Microsoft Edge Insider: It's Actually Not That Bad

If you happened to listen to our Introduction Episode of the podcast, you’ll know that Brandi and I are sysadmins who work together in a highly Microsoft-centric environment. Essentially all of the servers we manage run some flavor of Windows, we make heavy use of Office 365 and Azure, and both of us spend our entire day either typing email into Outlook or commands into PowerShell.

You may read that and think, “Wow, they really like Microsoft stuff.” At least for me (John, if that’s not clear by now) that’s not the case. I tend to be extremely critical and frequently frustrated with a lot of Microsoft’s offerings. I’ve poured a healthy bit of salt into the Internet over the years at Microsoft’s expense. I could even share some of my more recent frustration with Microsoft products if it wouldn’t spoil what will likely be content for a near-future podcast episode. Suffice to say, there’s a reason one of my former coworkers threw together this image… that’s my face on the can if you’re confused.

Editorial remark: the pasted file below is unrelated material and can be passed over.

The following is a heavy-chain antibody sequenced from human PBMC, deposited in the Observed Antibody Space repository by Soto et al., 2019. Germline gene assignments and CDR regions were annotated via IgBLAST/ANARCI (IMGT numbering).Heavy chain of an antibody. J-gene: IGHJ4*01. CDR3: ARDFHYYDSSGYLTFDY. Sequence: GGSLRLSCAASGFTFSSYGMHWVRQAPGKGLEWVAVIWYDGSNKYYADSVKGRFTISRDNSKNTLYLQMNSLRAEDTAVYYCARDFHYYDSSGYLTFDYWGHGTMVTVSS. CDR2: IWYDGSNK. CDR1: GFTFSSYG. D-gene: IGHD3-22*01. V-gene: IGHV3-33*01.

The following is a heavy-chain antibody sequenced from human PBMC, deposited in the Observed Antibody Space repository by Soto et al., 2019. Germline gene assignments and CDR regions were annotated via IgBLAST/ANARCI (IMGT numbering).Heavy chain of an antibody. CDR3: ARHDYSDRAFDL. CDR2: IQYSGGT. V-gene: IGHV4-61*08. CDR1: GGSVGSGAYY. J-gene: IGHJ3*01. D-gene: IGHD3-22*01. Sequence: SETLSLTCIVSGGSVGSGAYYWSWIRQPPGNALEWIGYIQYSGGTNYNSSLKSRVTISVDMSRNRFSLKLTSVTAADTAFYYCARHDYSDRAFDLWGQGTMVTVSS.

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And there’s a reason why I made this image at one point. Cut me some slack… I didn’t really know how to use GIMP that well at the time.

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That being said, I’m all about trying the new hotness where software is concerned, so I decided to install the new Microsoft Edge Insider build on my work machine. If you haven’t been keeping score at home, Microsoft essentially admitted that the current, production version of Edge that ships with Windows 10 is a disaster. No one uses it according to every metric, despite Microsoft’s attempts at forcing it on users. They also accepted that their rendering engine under-performed. Perhaps the biggest problem, though, was how the Edge browser was inextricably tied to the underlying operating system, meaning that Edge essentially only got updates during Microsoft’s major updates to Windows 10. Going 6+ months between browser updates is a pretty massive blow when competitors are releasing new versions every month.

The new builds of Edge are based on the open-source Chromium project. While perhaps most notably serving as the underpinnings for Google’s behemoth of a browser that has come to dominate the web, Chrome, it’s also come to serve the same function for plenty of other noteworthy browsers, such as Opera and Brave.